We noticed you’re blocking ads

Thanks for visiting CRSTEurope. Our advertisers are important supporters of this site, and content cannot be accessed if ad-blocking software is activated.

In order to avoid adverse performance issues with this site, please white list https://crstodayeurope.com in your ad blocker then refresh this page.

Need help? Click here for instructions.

Cataract Surgery | Jul 2011

Managing Profound Zonular Weakness

In modern cataract surgery, a variety of forces are applied to the capsular bag and to the zonules during lens extraction, nucleus rotation, and IOL implantation. The condition of the zonular apparatus determines how efficient phacoemulsification will be, and therefore patients with general zonular weakness and/or zonular dialysis present significant challenges for the cataract surgeon. Zonular problems are most often seen in cases of trauma, pseudoexfoliation (PXF) syndrome , glaucoma, high myopia, and hereditary systemic diseases such as Marfan and Weill-Marchesani syndromes and homocystinuria. In these patients—because there is an increased risk for capsular tears, vitreous prolapse, IOL instability, and postoperative IOL-capsular bag complex decentration—I typically use a capsular tension ring (CTR) to stabilize the crystalline lens during cataract surgery. This ancillary device reduces the likelihood of intraoperative complications.1,2

CTRs have three general functions: (1) to stretch the capsular bag to maintain the circular contour of the capsule during surgery and to prevent its collapse and aspiration, (2) to distribute forces equally over the zonules, and (3) to prevent vitreous prolapse into the anterior chamber. A conventional CTR counters progressive contractile centripetal forces and resists capsulorrhexis shrinkage as the capsular bag contracts after surgery. This is a likely scenario in PXF syndrome, in which the entire capsular bag can dislocate years after the initial surgery.3,4 To some extent, a CTR can also retard posterior capsular opacification by mechanically blocking lens epithelial cell migration.5

BENEFITS AND DRAWBACKS

CTRs are manufactured in different sizes, making them useful in a variety of situations, including cataract surgery in children, in patients with hyperopia and emmetropia, and in eyes with a large capsular bag diameter. When selecting the size of the ring, the surgeon must consider the patient’s age, the size of the eye, the elasticity of the capsule, and the amount of existing zonular support. The CTR may be inserted with an injector or using two forceps to maneuver the device into the eye. The former is preferable, but the latter is used to implant modified CTRs (described below) and devices specially designed for suture fixation. It is necessary to emphasize that CTR implantation is absolutely contraindicated in cases of anterior and/or posterior capsular tears.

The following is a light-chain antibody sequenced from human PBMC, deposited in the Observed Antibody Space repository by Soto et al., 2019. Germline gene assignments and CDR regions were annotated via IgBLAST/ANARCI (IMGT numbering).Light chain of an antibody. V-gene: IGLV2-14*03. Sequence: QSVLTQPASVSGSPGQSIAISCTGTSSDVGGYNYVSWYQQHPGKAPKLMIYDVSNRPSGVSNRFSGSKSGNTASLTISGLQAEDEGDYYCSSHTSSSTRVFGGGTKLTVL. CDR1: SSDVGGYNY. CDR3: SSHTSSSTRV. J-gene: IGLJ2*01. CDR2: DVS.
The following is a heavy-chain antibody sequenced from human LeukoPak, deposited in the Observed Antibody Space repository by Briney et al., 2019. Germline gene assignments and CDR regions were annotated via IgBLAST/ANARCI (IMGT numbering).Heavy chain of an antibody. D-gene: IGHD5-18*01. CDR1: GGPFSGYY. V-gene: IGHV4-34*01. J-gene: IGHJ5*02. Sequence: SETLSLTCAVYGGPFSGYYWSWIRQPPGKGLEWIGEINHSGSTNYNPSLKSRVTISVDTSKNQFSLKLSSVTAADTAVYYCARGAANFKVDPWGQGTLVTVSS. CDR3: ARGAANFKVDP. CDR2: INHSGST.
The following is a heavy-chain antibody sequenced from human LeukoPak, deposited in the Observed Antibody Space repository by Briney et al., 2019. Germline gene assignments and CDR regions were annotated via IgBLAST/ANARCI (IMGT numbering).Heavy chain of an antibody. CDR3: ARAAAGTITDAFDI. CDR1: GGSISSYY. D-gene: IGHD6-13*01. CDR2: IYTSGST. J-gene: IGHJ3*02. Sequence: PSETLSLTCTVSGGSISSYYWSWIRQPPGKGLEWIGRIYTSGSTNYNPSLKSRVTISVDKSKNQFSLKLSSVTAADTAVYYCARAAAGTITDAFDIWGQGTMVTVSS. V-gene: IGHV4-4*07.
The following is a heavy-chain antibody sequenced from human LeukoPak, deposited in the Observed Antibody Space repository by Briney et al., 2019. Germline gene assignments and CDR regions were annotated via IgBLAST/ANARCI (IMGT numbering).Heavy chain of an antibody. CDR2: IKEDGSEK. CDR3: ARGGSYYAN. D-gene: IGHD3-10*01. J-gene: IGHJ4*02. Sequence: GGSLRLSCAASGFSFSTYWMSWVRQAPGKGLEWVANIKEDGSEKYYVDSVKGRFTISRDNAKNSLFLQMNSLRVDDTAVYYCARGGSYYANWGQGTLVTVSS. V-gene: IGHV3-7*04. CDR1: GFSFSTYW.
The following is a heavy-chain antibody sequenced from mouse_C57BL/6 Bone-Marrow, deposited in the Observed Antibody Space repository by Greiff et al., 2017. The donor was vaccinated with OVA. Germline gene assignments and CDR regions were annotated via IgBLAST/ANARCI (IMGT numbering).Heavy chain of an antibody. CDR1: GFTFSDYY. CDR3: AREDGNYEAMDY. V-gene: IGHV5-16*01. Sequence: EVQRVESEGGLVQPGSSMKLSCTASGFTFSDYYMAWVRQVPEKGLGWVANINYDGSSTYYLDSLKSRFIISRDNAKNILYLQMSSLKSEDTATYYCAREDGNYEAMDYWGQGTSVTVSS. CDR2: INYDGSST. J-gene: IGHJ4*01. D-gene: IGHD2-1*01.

CTR insertion can, however, complicate irrigation and aspiration because the ring can trap cortical material at the capsular bag equator. To avoid this, consider delaying CTR insertion until after the cortex has been removed. In cases in which early implantation of the CTR is justified, consider using tangential stripping and bimanual I/A to increase the efficiency of cortex removal.

CONVENTIONAL AND MODIFIED CTRS

Current indications for conventional CTRs include zonular instability, zonular rupture, and inherent or acquired zonular weakness. Standard CTRs are unlikely to provide sufficient capsular support in progressive or advanced zonulopathy, nor can they prevent progressive zonular loss and capsular decentration. There is a high risk that the IOL will be dislocated postoperatively if conventional CTRs are used in these conditions. Today’s surgeons can use modified CTRs to safely address moderate or profound zonular weakness.

The first modified CTR, designed by Robert J. Cionni, MD, of Salt Lake City, Utah, incorporated a fixation eyelet on the central ring.6 This eyelet allows the ring to be sutured to the sclera and provides intraoperative support during phacoemulsification (Figure 1). The Cionni CTR (Morcher GmbH, Stuttgart, Germany) can be used in patients with zonular dialysis of greater than 3 clock hours. However, because the segment of the ring attached to the fixation element does not allow the device to be fully retracted inside the injector tube (Figure 2), most surgeons use forceps to manually implant this modified CTR through a relatively large incision (approximately 3 mm).7

CONVENTIONAL AND MODIFIED CTRS

Current indications for conventional CTRs include zonular instability, zonular rupture, and inherent or acquired zonular weakness. Standard CTRs are unlikely to provide sufficient capsular support in progressive or advanced zonulopathy, nor can they prevent progressive zonular loss and capsular decentration. There is a high risk that the IOL will be dislocated postoperatively if conventional CTRs are used in these conditions. Today’s surgeons can use modified CTRs to safely address moderate or profound zonular weakness.